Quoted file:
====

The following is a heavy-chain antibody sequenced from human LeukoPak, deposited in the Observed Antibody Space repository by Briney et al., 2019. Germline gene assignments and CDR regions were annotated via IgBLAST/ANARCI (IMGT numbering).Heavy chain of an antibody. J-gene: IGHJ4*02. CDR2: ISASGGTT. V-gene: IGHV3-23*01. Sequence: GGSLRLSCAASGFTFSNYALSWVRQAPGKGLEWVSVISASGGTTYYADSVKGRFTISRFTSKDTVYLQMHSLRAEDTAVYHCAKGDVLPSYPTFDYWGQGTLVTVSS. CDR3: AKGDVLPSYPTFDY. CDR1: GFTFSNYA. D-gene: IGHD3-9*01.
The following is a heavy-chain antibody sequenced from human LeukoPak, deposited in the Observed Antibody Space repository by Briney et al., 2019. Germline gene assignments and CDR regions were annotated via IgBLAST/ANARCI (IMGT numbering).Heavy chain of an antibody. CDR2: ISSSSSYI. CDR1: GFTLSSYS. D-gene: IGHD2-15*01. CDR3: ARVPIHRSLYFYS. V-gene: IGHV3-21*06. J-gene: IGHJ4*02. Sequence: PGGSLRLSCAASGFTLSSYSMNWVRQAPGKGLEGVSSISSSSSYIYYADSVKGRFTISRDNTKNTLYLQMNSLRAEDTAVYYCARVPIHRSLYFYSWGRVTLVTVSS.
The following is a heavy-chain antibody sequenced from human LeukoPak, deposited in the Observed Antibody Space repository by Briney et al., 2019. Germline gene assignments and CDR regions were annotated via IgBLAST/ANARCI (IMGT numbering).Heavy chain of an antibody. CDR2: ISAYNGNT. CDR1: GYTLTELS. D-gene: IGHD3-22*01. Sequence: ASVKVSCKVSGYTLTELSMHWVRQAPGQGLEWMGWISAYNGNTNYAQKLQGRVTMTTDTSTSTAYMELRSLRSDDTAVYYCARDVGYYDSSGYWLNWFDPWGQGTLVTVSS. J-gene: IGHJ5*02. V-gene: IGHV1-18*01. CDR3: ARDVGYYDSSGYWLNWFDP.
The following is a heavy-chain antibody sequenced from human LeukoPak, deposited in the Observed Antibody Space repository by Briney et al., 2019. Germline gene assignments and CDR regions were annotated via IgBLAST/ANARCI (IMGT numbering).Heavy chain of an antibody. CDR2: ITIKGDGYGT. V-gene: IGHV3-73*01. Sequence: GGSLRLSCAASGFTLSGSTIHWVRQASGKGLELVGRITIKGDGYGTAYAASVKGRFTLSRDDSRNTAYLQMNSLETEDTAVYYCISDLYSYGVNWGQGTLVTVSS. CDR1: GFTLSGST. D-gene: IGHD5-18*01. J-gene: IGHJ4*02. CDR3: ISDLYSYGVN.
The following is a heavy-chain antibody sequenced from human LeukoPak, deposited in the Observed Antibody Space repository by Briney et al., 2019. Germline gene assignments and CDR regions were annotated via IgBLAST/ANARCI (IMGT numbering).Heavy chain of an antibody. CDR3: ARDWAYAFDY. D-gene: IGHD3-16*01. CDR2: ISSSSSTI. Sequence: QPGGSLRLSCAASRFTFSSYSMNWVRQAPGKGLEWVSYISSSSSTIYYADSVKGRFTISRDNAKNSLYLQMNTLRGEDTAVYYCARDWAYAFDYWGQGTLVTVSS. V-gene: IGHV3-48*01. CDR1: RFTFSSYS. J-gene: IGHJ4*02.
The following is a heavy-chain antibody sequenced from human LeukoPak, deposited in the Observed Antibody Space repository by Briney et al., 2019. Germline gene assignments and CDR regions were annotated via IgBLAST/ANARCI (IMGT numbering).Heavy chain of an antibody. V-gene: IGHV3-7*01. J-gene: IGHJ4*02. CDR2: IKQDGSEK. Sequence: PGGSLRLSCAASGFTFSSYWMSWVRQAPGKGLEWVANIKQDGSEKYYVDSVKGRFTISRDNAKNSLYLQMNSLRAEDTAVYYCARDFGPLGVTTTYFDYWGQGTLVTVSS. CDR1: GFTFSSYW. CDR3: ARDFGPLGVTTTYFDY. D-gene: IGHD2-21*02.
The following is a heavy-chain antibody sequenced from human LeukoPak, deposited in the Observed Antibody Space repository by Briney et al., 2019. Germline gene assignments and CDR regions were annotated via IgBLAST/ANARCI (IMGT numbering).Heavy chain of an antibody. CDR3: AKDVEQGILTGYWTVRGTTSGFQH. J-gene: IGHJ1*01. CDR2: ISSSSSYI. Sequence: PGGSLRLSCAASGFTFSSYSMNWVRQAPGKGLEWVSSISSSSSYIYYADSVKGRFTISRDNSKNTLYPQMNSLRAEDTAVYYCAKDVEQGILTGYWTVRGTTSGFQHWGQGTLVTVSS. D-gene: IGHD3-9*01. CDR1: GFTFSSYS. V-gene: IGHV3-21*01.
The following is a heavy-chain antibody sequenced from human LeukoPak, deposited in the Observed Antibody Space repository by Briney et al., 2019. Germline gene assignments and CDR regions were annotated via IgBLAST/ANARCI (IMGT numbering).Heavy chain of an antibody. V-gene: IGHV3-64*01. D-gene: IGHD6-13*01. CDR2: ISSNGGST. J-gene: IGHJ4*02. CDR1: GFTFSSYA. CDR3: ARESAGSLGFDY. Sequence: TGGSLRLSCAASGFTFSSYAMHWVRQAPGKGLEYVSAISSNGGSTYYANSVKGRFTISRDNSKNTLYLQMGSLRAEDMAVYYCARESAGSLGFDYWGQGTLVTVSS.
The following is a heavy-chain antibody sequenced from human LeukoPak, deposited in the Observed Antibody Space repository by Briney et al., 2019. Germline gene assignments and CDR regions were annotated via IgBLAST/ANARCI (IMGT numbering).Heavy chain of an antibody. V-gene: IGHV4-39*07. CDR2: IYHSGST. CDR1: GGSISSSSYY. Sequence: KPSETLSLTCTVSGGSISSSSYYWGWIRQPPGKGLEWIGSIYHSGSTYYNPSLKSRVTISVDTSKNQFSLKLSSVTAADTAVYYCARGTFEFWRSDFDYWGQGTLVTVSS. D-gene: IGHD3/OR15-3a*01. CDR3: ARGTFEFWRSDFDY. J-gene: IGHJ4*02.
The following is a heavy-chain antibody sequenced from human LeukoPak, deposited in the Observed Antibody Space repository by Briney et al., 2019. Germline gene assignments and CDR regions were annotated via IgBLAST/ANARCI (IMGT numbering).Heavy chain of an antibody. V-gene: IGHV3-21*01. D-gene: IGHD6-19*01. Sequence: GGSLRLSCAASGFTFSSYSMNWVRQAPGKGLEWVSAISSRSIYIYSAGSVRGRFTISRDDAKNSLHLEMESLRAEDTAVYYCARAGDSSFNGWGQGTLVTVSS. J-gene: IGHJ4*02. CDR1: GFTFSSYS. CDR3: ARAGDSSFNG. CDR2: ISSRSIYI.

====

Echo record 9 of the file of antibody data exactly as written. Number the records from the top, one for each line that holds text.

The following is a heavy-chain antibody sequenced from human LeukoPak, deposited in the Observed Antibody Space repository by Briney et al., 2019. Germline gene assignments and CDR regions were annotated via IgBLAST/ANARCI (IMGT numbering).Heavy chain of an antibody. V-gene: IGHV4-39*07. CDR2: IYHSGST. CDR1: GGSISSSSYY. Sequence: KPSETLSLTCTVSGGSISSSSYYWGWIRQPPGKGLEWIGSIYHSGSTYYNPSLKSRVTISVDTSKNQFSLKLSSVTAADTAVYYCARGTFEFWRSDFDYWGQGTLVTVSS. D-gene: IGHD3/OR15-3a*01. CDR3: ARGTFEFWRSDFDY. J-gene: IGHJ4*02.